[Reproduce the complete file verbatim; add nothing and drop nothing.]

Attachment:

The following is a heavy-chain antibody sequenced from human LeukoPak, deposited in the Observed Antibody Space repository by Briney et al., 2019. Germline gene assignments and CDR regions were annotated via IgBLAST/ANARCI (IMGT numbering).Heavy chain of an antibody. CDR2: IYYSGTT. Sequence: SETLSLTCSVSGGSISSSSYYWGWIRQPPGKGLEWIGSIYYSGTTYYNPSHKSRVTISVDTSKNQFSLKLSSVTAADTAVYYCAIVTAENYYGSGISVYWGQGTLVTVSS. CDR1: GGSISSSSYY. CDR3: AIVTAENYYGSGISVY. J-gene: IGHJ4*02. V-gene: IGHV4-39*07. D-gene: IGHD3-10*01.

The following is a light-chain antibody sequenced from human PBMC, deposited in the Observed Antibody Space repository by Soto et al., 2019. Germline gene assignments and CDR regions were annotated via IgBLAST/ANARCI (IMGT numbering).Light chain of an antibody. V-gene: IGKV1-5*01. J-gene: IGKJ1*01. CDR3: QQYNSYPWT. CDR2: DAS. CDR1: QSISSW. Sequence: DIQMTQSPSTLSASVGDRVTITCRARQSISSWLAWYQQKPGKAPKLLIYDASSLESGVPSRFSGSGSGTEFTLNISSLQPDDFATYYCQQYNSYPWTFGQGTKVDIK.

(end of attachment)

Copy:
The following is a heavy-chain antibody sequenced from human LeukoPak, deposited in the Observed Antibody Space repository by Briney et al., 2019. Germline gene assignments and CDR regions were annotated via IgBLAST/ANARCI (IMGT numbering).Heavy chain of an antibody. CDR2: IYYSGTT. Sequence: SETLSLTCSVSGGSISSSSYYWGWIRQPPGKGLEWIGSIYYSGTTYYNPSHKSRVTISVDTSKNQFSLKLSSVTAADTAVYYCAIVTAENYYGSGISVYWGQGTLVTVSS. CDR1: GGSISSSSYY. CDR3: AIVTAENYYGSGISVY. J-gene: IGHJ4*02. V-gene: IGHV4-39*07. D-gene: IGHD3-10*01.

The following is a light-chain antibody sequenced from human PBMC, deposited in the Observed Antibody Space repository by Soto et al., 2019. Germline gene assignments and CDR regions were annotated via IgBLAST/ANARCI (IMGT numbering).Light chain of an antibody. V-gene: IGKV1-5*01. J-gene: IGKJ1*01. CDR3: QQYNSYPWT. CDR2: DAS. CDR1: QSISSW. Sequence: DIQMTQSPSTLSASVGDRVTITCRARQSISSWLAWYQQKPGKAPKLLIYDASSLESGVPSRFSGSGSGTEFTLNISSLQPDDFATYYCQQYNSYPWTFGQGTKVDIK.